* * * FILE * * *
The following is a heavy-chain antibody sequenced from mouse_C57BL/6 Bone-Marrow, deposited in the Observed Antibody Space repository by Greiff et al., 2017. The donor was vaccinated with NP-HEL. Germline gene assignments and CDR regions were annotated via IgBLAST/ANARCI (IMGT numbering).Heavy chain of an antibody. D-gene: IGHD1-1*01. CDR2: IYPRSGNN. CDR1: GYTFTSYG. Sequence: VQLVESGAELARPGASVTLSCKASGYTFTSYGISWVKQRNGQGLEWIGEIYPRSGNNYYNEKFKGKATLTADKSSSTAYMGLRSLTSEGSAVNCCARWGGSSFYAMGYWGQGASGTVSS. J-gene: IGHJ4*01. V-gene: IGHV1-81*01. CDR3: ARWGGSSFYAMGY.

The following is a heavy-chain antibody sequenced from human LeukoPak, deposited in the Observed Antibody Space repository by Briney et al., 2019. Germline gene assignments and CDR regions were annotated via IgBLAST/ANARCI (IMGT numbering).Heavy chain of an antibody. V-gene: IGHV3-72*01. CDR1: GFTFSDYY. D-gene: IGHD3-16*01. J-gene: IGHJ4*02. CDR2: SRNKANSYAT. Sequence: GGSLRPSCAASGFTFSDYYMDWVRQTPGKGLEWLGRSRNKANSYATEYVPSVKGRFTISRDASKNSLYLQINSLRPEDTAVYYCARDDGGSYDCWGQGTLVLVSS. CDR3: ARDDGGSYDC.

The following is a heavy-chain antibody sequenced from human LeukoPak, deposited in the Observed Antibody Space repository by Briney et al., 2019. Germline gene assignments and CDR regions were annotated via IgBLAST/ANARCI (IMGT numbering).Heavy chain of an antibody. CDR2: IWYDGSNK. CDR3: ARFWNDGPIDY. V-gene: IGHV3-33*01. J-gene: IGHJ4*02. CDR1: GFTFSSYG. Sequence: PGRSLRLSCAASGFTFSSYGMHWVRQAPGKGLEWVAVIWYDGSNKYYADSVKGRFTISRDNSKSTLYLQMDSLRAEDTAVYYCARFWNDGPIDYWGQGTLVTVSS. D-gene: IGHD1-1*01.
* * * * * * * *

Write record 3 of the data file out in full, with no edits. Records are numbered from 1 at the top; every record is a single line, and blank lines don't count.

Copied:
The following is a heavy-chain antibody sequenced from human LeukoPak, deposited in the Observed Antibody Space repository by Briney et al., 2019. Germline gene assignments and CDR regions were annotated via IgBLAST/ANARCI (IMGT numbering).Heavy chain of an antibody. CDR2: IWYDGSNK. CDR3: ARFWNDGPIDY. V-gene: IGHV3-33*01. J-gene: IGHJ4*02. CDR1: GFTFSSYG. Sequence: PGRSLRLSCAASGFTFSSYGMHWVRQAPGKGLEWVAVIWYDGSNKYYADSVKGRFTISRDNSKSTLYLQMDSLRAEDTAVYYCARFWNDGPIDYWGQGTLVTVSS. D-gene: IGHD1-1*01.